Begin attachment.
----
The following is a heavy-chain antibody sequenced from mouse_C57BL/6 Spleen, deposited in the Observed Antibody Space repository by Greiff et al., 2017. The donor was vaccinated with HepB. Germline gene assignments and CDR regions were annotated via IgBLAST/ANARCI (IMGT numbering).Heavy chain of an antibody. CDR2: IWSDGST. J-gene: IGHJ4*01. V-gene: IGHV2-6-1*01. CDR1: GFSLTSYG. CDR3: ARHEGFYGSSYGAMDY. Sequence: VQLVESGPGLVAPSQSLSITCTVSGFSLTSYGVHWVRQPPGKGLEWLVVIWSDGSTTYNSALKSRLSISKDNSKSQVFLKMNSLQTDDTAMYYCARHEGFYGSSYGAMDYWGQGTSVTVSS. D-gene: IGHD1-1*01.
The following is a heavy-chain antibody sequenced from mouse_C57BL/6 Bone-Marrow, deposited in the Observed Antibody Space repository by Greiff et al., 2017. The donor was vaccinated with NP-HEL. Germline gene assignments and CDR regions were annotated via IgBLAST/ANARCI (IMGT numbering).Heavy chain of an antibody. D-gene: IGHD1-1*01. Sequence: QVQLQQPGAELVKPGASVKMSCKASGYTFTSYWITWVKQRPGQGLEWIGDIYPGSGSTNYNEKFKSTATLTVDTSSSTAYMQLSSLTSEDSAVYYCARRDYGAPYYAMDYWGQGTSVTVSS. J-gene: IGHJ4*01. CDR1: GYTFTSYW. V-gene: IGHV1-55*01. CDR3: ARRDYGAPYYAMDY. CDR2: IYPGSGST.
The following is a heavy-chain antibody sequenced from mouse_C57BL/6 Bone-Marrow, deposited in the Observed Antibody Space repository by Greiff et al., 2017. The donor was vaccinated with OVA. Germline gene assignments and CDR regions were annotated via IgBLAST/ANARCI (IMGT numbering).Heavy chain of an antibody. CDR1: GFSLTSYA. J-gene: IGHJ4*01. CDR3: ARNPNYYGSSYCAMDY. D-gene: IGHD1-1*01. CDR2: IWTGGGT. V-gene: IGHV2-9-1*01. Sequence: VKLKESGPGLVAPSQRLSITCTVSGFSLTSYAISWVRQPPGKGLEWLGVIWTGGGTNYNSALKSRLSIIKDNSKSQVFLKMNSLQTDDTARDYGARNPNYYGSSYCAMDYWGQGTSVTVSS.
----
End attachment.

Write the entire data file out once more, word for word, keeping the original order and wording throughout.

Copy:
The following is a heavy-chain antibody sequenced from mouse_C57BL/6 Spleen, deposited in the Observed Antibody Space repository by Greiff et al., 2017. The donor was vaccinated with HepB. Germline gene assignments and CDR regions were annotated via IgBLAST/ANARCI (IMGT numbering).Heavy chain of an antibody. CDR2: IWSDGST. J-gene: IGHJ4*01. V-gene: IGHV2-6-1*01. CDR1: GFSLTSYG. CDR3: ARHEGFYGSSYGAMDY. Sequence: VQLVESGPGLVAPSQSLSITCTVSGFSLTSYGVHWVRQPPGKGLEWLVVIWSDGSTTYNSALKSRLSISKDNSKSQVFLKMNSLQTDDTAMYYCARHEGFYGSSYGAMDYWGQGTSVTVSS. D-gene: IGHD1-1*01.
The following is a heavy-chain antibody sequenced from mouse_C57BL/6 Bone-Marrow, deposited in the Observed Antibody Space repository by Greiff et al., 2017. The donor was vaccinated with NP-HEL. Germline gene assignments and CDR regions were annotated via IgBLAST/ANARCI (IMGT numbering).Heavy chain of an antibody. D-gene: IGHD1-1*01. Sequence: QVQLQQPGAELVKPGASVKMSCKASGYTFTSYWITWVKQRPGQGLEWIGDIYPGSGSTNYNEKFKSTATLTVDTSSSTAYMQLSSLTSEDSAVYYCARRDYGAPYYAMDYWGQGTSVTVSS. J-gene: IGHJ4*01. CDR1: GYTFTSYW. V-gene: IGHV1-55*01. CDR3: ARRDYGAPYYAMDY. CDR2: IYPGSGST.
The following is a heavy-chain antibody sequenced from mouse_C57BL/6 Bone-Marrow, deposited in the Observed Antibody Space repository by Greiff et al., 2017. The donor was vaccinated with OVA. Germline gene assignments and CDR regions were annotated via IgBLAST/ANARCI (IMGT numbering).Heavy chain of an antibody. CDR1: GFSLTSYA. J-gene: IGHJ4*01. CDR3: ARNPNYYGSSYCAMDY. D-gene: IGHD1-1*01. CDR2: IWTGGGT. V-gene: IGHV2-9-1*01. Sequence: VKLKESGPGLVAPSQRLSITCTVSGFSLTSYAISWVRQPPGKGLEWLGVIWTGGGTNYNSALKSRLSIIKDNSKSQVFLKMNSLQTDDTARDYGARNPNYYGSSYCAMDYWGQGTSVTVSS.